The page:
I don't want to do a long retrospective on the great champions of both grand tour and monument; listing them above was probably enough. Still, as regards a few old friends, here are some thoughts.

How did Greg LeMond never win a Monument? He was considered a generational talent, and this is evident in a few results: second in MSR (1986), second in Lombardia (1983), fourth in Roubaix (1985). But he took a pass on a lot of the classics, and his career spanned the years when grand tour winners went from racing everything to taking a more cautious approach, or at least a training-heavy approach, or a change in peak timing. LeMond only once took the start at MSR after 1986, and never went back to Lombardia 1983. He did return to Paris-Roubaix as a defending Tour winner in 1991, finishing 55th, and scored a very respectable ninth the next year, even as EPO took hold of the sport. And as a resident of Kortrijk, he tended to race de Ronde more often than not. But he did so up against guys like Kelly, Argentin, Vanderaerden, Madiot and other classics killers of his time. And he did so with less to gain than those guys, knowing his supporters back in the US had barely even heard of these events.

Oh, and he did win two world championships, so if you want to talk about his classics career, there's that.

Finally, is there any classics win more inexplicable than Hinault's Paris-Roubaix victory? He only did the race once, as we know He famously sought to avoid the race (five appearances) though a Breton star was bound to have a good understanding of the roads up there regardless. And I saw him descend enough to know he could handle his bike. And he wasn't the smallest grand tour winner ever, though his race weight of 60kg or so is way below the optimum for that event. Still.. .he fell seven times. Presumably there was not only the impact of falling taking a toll but the need to subsequently chase back on working against him. It's bizarre that he could win the race he hated, bizarre that he could succeed at all as a smaller guy, beyond belief that he could overcome this adversity, and utterly mind-halting that his victims on the day were four-time winner Roger De Vlaeminck (Mr. Paris-Roubaix), Francesco Moser (who would win the next three editions), and just off the podium at the back of the sprint group no less than Hennie Kuiper. As a favorite of mine once sang, anger is an energy.

So What About Nibali?

I love watching and rooting for Nibali. I love his style of racing, the aggression, the beautiful descending, the bike-handling, and the pure determination to dig deep and do great things when it seems like he should be cracking. If you can name another current rider who has gotten more out of his natural talents than Nibali, I'd like to hear it.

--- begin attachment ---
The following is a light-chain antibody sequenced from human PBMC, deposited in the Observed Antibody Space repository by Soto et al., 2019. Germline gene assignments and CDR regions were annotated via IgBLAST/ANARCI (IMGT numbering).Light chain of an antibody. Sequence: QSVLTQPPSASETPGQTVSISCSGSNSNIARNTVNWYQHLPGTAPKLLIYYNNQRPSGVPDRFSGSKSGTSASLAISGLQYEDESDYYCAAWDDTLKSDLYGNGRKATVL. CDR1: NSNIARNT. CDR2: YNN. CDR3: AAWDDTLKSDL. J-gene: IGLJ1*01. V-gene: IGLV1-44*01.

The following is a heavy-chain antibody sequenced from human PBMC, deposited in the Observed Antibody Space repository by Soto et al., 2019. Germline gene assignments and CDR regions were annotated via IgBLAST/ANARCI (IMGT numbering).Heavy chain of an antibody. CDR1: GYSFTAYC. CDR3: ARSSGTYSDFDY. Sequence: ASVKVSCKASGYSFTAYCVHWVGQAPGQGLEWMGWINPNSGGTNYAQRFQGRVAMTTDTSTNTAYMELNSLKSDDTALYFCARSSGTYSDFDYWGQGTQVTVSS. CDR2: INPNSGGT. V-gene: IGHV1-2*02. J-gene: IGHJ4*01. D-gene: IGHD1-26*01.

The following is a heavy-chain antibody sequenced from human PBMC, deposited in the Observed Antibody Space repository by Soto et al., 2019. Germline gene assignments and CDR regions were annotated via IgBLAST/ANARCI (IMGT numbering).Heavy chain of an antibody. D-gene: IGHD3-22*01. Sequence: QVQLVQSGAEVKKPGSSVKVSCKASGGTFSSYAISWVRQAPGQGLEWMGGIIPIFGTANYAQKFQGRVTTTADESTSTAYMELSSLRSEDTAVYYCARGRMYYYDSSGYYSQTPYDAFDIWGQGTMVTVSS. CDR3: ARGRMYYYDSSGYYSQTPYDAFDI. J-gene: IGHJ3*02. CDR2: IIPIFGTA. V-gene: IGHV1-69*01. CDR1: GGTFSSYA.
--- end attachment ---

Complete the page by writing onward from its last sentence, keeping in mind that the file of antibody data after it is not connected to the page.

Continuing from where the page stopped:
Maybe I'm underestimating his natural ability... but he came up with not much fanfare, usually the sign of natural gifts showing themselves (or not) in the amateur ranks. Maybe he will be revealed as a cheater, as people who have a distaste for his Astana association will fear. You never know, I guess. But I don't see it. I see a guy who doesn't win all that much, compared to some of his peers, but when he does it's almost always impressive in some way. Usually a way that harkens back to the old school, real or imagined, and which makes us laud him for racing the right way.

Still, I think it's wrong to place him among the all-time greats. One Lombardia can't do that. Obviously his all-three-grand-tours record is wonderful, and even his unlikely, somewhat lucky Tour de France win got a boost of respectability from his win at La Toussuire in his otherwise unsuccessful defense. Except for Valverde, Nibali again beat everyone who was at the 2014 Tour.

But I don't know if he can win another one. At most, for Nibali to pad his resume for the Hall of Fame, his best bets would be more Giro victories, plus an MSR and maybe a world championship. He will be 32 the next time he climbs an actual hill in his national team jersey (Bergen, 2017), so those chances don't look great either, but there's a chance. If he can do that, maybe he goes down as the modern-day Gimondi. He's already surpassed Giuseppe Saronni's record, which was heavier on classics but only included Giri from the stage-race category. Maybe someday we will compare him to Fignon, at least in terms of tactics and results (the good ones) if not on-bike style.

For now, he's a refreshing, all-too-rare crossover guy who has used every advantage he can find to put himself in the conversation with the greats. He probably won't end up being considered an all-time great, but anyone who can even kick off the conversation nowadays is worthy of respect.